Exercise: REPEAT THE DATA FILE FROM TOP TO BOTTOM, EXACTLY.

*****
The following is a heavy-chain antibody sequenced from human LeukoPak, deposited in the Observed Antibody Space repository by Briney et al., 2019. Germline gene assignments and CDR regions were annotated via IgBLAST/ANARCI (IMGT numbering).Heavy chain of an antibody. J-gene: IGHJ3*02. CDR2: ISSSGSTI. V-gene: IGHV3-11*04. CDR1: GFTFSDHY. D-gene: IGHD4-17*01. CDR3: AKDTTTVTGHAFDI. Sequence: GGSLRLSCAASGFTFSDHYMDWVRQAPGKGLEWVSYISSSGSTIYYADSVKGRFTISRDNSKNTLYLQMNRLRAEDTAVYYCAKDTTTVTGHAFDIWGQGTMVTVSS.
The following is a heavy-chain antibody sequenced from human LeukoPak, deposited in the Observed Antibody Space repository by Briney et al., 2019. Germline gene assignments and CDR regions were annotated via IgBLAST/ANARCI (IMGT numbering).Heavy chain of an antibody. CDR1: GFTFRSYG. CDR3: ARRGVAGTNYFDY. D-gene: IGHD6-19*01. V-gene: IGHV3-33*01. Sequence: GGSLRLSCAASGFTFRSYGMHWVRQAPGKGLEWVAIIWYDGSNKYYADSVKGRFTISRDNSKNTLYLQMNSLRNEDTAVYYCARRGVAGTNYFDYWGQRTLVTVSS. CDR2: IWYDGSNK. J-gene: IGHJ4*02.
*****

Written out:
The following is a heavy-chain antibody sequenced from human LeukoPak, deposited in the Observed Antibody Space repository by Briney et al., 2019. Germline gene assignments and CDR regions were annotated via IgBLAST/ANARCI (IMGT numbering).Heavy chain of an antibody. J-gene: IGHJ3*02. CDR2: ISSSGSTI. V-gene: IGHV3-11*04. CDR1: GFTFSDHY. D-gene: IGHD4-17*01. CDR3: AKDTTTVTGHAFDI. Sequence: GGSLRLSCAASGFTFSDHYMDWVRQAPGKGLEWVSYISSSGSTIYYADSVKGRFTISRDNSKNTLYLQMNRLRAEDTAVYYCAKDTTTVTGHAFDIWGQGTMVTVSS.
The following is a heavy-chain antibody sequenced from human LeukoPak, deposited in the Observed Antibody Space repository by Briney et al., 2019. Germline gene assignments and CDR regions were annotated via IgBLAST/ANARCI (IMGT numbering).Heavy chain of an antibody. CDR1: GFTFRSYG. CDR3: ARRGVAGTNYFDY. D-gene: IGHD6-19*01. V-gene: IGHV3-33*01. Sequence: GGSLRLSCAASGFTFRSYGMHWVRQAPGKGLEWVAIIWYDGSNKYYADSVKGRFTISRDNSKNTLYLQMNSLRNEDTAVYYCARRGVAGTNYFDYWGQRTLVTVSS. CDR2: IWYDGSNK. J-gene: IGHJ4*02.